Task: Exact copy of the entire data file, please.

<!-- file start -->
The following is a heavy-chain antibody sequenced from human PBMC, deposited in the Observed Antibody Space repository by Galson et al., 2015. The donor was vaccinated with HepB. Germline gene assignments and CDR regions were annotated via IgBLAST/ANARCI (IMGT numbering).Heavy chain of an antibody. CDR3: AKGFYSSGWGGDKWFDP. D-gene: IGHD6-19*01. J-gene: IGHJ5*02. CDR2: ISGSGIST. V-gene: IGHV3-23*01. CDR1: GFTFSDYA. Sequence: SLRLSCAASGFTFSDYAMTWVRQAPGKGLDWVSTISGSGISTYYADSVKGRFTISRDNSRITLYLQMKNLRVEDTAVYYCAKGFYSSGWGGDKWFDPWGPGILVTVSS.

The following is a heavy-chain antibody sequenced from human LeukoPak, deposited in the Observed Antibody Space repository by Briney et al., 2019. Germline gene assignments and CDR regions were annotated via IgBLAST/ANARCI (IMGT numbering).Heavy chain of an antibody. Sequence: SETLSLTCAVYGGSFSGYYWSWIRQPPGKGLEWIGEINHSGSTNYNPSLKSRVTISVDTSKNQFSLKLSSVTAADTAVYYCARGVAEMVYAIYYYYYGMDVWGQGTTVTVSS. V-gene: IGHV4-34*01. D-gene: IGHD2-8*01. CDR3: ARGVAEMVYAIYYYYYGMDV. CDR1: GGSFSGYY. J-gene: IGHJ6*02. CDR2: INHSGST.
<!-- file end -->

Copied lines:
The following is a heavy-chain antibody sequenced from human PBMC, deposited in the Observed Antibody Space repository by Galson et al., 2015. The donor was vaccinated with HepB. Germline gene assignments and CDR regions were annotated via IgBLAST/ANARCI (IMGT numbering).Heavy chain of an antibody. CDR3: AKGFYSSGWGGDKWFDP. D-gene: IGHD6-19*01. J-gene: IGHJ5*02. CDR2: ISGSGIST. V-gene: IGHV3-23*01. CDR1: GFTFSDYA. Sequence: SLRLSCAASGFTFSDYAMTWVRQAPGKGLDWVSTISGSGISTYYADSVKGRFTISRDNSRITLYLQMKNLRVEDTAVYYCAKGFYSSGWGGDKWFDPWGPGILVTVSS.

The following is a heavy-chain antibody sequenced from human LeukoPak, deposited in the Observed Antibody Space repository by Briney et al., 2019. Germline gene assignments and CDR regions were annotated via IgBLAST/ANARCI (IMGT numbering).Heavy chain of an antibody. Sequence: SETLSLTCAVYGGSFSGYYWSWIRQPPGKGLEWIGEINHSGSTNYNPSLKSRVTISVDTSKNQFSLKLSSVTAADTAVYYCARGVAEMVYAIYYYYYGMDVWGQGTTVTVSS. V-gene: IGHV4-34*01. D-gene: IGHD2-8*01. CDR3: ARGVAEMVYAIYYYYYGMDV. CDR1: GGSFSGYY. J-gene: IGHJ6*02. CDR2: INHSGST.